With exchange-traded funds multiplying like rabbits, competition for ETF market share is heating up, even among industry veterans such as Barclays (NYSE:BCS) and State Street (NYSE:STT). Firms are rolling out new ETFs by the dozen, with increasingly narrow focuses. As a result, ETF performance has become dramatically segmented; many funds rank either at the extreme top or bottom of their peer groups.

To the extreme
A recent Wall Street Journal article highlighted ETFs' prominent places among the top and bottom Lipper performance rankings for the first five months of 2007. According to this data, 13 of the 60 best and worst funds for this period were exchange-traded funds. This may not seem like a lot, but with 15 times as many mutual funds as ETFs, exchange-traded funds are disproportionately represented here.

The best-performing ETFs for the year include iShares Malaysia (NYSE:EWM) and iShares Brazil (NYSE:EWZ), along with a few metals and mining funds. ETFs at the bottom of the pile include the iShares Dow Jones U.S. Home Construction Fund (NYSE:ITB) and several of the ProShares leveraged funds.

ETFs' narrowing scopes increasingly land them on either end of the fund bell curve. Funds concentrating on one specific country or sector are far more likely to have periods of extreme good or bad performance than more diversified peers. As more investors flock to these specialized funds, they'll risk encountering periods of highly volatile performance. Many funds currently topping the charts so far this year may just as well end up on the bottom in the next six months.

Think broad
Fortunately, Fools know to avoid these narrowly focused ETFs. Why would any diversified investor need to buy a fund that invests only in Malaysia or Brazil, or focuses exclusively on mining or homebuilding? Investors in these types of ETFs are often only lured in by their recent red-hot returns. Sometimes, a performance streak does continue -- but not often. Fools, beware: Chasing performance is the surest way to lose money and waste your time.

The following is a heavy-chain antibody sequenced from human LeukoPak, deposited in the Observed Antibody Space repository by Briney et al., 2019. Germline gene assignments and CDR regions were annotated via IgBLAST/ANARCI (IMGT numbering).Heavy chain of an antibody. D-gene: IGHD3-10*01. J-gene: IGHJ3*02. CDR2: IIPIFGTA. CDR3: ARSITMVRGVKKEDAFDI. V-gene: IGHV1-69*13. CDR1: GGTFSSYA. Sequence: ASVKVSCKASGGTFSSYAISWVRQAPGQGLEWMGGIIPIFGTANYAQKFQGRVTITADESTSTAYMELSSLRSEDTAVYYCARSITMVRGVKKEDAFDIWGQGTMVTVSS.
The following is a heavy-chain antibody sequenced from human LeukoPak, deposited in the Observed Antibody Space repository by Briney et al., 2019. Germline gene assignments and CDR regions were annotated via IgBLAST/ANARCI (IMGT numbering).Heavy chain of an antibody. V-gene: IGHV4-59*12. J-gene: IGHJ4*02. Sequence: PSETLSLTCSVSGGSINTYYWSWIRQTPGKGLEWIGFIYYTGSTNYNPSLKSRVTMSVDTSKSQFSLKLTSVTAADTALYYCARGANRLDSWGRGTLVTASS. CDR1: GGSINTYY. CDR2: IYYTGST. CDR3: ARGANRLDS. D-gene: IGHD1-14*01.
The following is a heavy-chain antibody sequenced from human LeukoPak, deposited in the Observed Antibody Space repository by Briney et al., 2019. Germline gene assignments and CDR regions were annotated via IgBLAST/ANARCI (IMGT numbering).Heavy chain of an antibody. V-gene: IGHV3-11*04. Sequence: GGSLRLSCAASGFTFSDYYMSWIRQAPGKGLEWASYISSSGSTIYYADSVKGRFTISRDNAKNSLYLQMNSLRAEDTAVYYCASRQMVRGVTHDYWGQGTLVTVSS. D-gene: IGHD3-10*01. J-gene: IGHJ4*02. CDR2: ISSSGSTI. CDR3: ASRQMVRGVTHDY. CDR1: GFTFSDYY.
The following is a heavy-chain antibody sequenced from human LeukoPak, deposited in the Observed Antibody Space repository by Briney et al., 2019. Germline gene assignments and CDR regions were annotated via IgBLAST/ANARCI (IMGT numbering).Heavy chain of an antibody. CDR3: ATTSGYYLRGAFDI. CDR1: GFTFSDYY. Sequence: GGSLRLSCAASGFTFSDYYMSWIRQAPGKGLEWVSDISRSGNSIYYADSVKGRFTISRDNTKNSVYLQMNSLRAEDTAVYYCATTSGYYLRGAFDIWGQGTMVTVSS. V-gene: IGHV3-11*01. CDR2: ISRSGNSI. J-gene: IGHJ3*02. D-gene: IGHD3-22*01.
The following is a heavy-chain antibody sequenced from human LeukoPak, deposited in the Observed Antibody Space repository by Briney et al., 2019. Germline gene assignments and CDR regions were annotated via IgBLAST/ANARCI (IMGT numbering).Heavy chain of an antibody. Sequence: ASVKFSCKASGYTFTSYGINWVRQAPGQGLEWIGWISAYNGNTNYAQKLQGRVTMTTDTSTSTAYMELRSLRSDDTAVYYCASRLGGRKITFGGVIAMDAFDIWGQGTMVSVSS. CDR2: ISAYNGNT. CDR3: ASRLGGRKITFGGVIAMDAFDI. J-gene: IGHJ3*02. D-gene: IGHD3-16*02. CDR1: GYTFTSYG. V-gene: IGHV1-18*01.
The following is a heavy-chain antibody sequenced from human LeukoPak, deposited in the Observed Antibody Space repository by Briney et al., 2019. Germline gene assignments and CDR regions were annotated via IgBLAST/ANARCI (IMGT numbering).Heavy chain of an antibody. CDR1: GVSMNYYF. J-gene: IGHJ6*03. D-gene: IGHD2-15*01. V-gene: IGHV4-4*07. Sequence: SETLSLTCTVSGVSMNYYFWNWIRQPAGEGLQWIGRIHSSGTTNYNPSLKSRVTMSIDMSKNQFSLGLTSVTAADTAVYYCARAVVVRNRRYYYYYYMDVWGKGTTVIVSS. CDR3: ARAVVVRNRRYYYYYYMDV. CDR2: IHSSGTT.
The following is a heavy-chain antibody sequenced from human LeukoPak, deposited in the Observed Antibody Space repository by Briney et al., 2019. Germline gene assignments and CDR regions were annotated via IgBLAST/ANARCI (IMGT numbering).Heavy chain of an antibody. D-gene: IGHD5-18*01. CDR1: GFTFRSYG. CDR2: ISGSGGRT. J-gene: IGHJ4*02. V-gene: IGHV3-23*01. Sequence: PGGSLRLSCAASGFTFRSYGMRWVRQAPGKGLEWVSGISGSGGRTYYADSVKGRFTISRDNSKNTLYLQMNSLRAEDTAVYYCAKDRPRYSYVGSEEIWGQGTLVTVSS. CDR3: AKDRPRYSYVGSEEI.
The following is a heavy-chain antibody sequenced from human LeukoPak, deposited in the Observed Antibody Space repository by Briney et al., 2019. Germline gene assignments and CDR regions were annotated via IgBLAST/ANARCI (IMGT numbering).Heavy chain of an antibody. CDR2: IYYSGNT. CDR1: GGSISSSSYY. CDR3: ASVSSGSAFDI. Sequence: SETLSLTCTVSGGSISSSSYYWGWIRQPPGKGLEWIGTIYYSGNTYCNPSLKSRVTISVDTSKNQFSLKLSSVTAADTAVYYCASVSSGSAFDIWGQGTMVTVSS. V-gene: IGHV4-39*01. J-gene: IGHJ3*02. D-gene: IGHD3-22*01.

For most investors, diversification is the key to success. Buying into any one of these super-specialized funds won't get the job done. By avoiding specialized ETFs, you may not hit the jackpot of double-digit gains in just a few months, but you'll also avoid the risk of losing a large chunk of your investment when the market decides to punish certain segments or sectors.

If you decide that ETFs are right for you, remember to think big. Stick to broad-market funds tracking a wide swath of the market, not just one sector. If you have a taste for international investing, avoid single-country funds in favor of one that invests across the globe, in both emerging and developed markets. (This applies to regular old mutual funds as well.)

Profit-minded firms will likely continue to roll out new and exciting flavors of exchange-traded funds in the coming months. While these funds may produce tempting returns, always remember that true Fools stay focused on the long term.

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Fool contributor Amanda Kish lives in Rochester, N.Y., and does not own shares of any of the companies or funds mentioned herein. The Fool's disclosure policy is big on moderation.